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Thursday, 07 February 2019 22:33

New Training Model Helps Autonomous Cars See AI’s Blind Spots

Written by John Loeffler, Interesting Engineering
New Training Model Helps Autonomous Cars See AI’s Blind Spots Tesla

Index

 

Modeling at the Edge

 

In two papers presented at last year’s Autonomous Agents and Multiagent Systems conference and the upcoming Association for the Advancement of Artificial Intelligence conference, researchers explain a new model for training autonomous systems such as self-driving cars that use human input to identify and fix these “blind spots” in AI systems.

 

The researchers run the AI through simulated training exercises like traditional systems go through, but in this case, a human observes the machine’s actions and identifies when the machine is about to make or has made a mistake.

 

The researchers then take the machine’s training data and synthesize it with the human observer's feedback and put it through a machine-learning system. This system will then create a model that researchers can use to identify situations where the AI is missing critical information about how it should behave, especially in edge cases.

 

“The model helps autonomous systems better know what they don’t know,” according to Ramya Ramakrishnan, a graduate student in the computer science and artificial intelligence laboratory at MIT and the lead author of the study.

 

“Many times, when these systems are deployed, their trained simulations don’t match the real-world setting [and] they could make mistakes, such as getting into accidents. The idea is to use humans to bridge that gap between simulation and the real world, in a safe way, so we can reduce some of those errors,” Ramakrishnan said.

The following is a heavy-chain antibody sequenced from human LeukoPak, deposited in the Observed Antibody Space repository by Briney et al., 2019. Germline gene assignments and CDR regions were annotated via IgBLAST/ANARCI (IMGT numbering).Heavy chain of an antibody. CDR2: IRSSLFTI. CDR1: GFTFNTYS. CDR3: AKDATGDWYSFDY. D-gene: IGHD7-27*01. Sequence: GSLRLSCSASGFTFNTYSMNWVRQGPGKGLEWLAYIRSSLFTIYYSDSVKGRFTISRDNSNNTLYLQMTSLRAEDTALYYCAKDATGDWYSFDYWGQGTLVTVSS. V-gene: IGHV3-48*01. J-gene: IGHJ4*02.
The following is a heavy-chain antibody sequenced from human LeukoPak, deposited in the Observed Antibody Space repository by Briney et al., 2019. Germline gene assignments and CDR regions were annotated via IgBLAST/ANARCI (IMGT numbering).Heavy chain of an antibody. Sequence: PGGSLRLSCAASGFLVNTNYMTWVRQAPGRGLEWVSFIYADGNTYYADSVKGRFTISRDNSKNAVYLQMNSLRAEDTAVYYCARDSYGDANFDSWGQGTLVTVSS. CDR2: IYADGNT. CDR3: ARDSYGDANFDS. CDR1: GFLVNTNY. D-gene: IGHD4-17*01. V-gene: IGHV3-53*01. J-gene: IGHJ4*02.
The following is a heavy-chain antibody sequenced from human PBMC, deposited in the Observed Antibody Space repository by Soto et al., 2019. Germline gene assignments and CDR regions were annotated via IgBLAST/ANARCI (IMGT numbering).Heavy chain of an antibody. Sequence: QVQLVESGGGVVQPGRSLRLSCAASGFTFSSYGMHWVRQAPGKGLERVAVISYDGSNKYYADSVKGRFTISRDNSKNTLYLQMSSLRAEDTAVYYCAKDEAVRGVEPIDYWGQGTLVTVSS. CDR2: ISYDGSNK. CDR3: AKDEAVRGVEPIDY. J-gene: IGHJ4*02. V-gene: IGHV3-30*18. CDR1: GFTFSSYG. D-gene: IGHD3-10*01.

The problem arises when a situation occurs, such as the distorted stop sign, in which the majority of cases the AI has been trained on does not reflect the real-world condition that it should have been trained to recognize. In this case, it has been trained that stop signs have a certain shape, color, etc. It could even have created a list of shapes that could be stop signs and would know to stop for those, but if it cannot identify a stop sign properly, the situation could end in disaster.

 

“Because unacceptable actions are far rarer than acceptable actions, the system will eventually learn to predict all situations as safe, which can be extremely dangerous,” said Ramakrishnan.

 

Meeting the Highest Standards for Safety

 

By showing researchers where the AI has incomplete data, autonomous systems can be made safer at the edge where high-profile accidents can occur. If they can do this, we may get to the point where public trust in autonomous systems can start growing and the rollout of autonomous vehicles can begin in earnest, making us all safer as a result.

 

We thank Interesting Engineering for reprint permission.


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